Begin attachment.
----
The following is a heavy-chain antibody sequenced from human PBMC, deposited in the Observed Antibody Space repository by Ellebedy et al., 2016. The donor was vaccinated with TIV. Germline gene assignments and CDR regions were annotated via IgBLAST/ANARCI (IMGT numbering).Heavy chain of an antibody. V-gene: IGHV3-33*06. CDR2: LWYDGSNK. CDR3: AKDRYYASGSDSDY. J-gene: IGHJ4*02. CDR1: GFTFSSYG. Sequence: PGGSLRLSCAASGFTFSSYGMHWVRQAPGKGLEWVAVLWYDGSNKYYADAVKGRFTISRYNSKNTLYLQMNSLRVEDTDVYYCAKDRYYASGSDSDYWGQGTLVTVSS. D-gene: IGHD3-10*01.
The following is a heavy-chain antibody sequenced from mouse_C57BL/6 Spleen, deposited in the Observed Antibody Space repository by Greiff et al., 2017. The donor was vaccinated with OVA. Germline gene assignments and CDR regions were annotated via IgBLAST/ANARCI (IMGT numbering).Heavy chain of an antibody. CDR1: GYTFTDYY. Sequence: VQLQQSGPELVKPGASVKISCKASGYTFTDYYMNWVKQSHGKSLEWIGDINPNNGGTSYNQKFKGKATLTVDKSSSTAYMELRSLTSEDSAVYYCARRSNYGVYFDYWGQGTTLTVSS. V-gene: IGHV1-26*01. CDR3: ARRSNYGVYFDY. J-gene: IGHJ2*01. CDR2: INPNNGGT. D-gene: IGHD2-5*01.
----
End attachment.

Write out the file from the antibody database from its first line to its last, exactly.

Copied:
The following is a heavy-chain antibody sequenced from human PBMC, deposited in the Observed Antibody Space repository by Ellebedy et al., 2016. The donor was vaccinated with TIV. Germline gene assignments and CDR regions were annotated via IgBLAST/ANARCI (IMGT numbering).Heavy chain of an antibody. V-gene: IGHV3-33*06. CDR2: LWYDGSNK. CDR3: AKDRYYASGSDSDY. J-gene: IGHJ4*02. CDR1: GFTFSSYG. Sequence: PGGSLRLSCAASGFTFSSYGMHWVRQAPGKGLEWVAVLWYDGSNKYYADAVKGRFTISRYNSKNTLYLQMNSLRVEDTDVYYCAKDRYYASGSDSDYWGQGTLVTVSS. D-gene: IGHD3-10*01.
The following is a heavy-chain antibody sequenced from mouse_C57BL/6 Spleen, deposited in the Observed Antibody Space repository by Greiff et al., 2017. The donor was vaccinated with OVA. Germline gene assignments and CDR regions were annotated via IgBLAST/ANARCI (IMGT numbering).Heavy chain of an antibody. CDR1: GYTFTDYY. Sequence: VQLQQSGPELVKPGASVKISCKASGYTFTDYYMNWVKQSHGKSLEWIGDINPNNGGTSYNQKFKGKATLTVDKSSSTAYMELRSLTSEDSAVYYCARRSNYGVYFDYWGQGTTLTVSS. V-gene: IGHV1-26*01. CDR3: ARRSNYGVYFDY. J-gene: IGHJ2*01. CDR2: INPNNGGT. D-gene: IGHD2-5*01.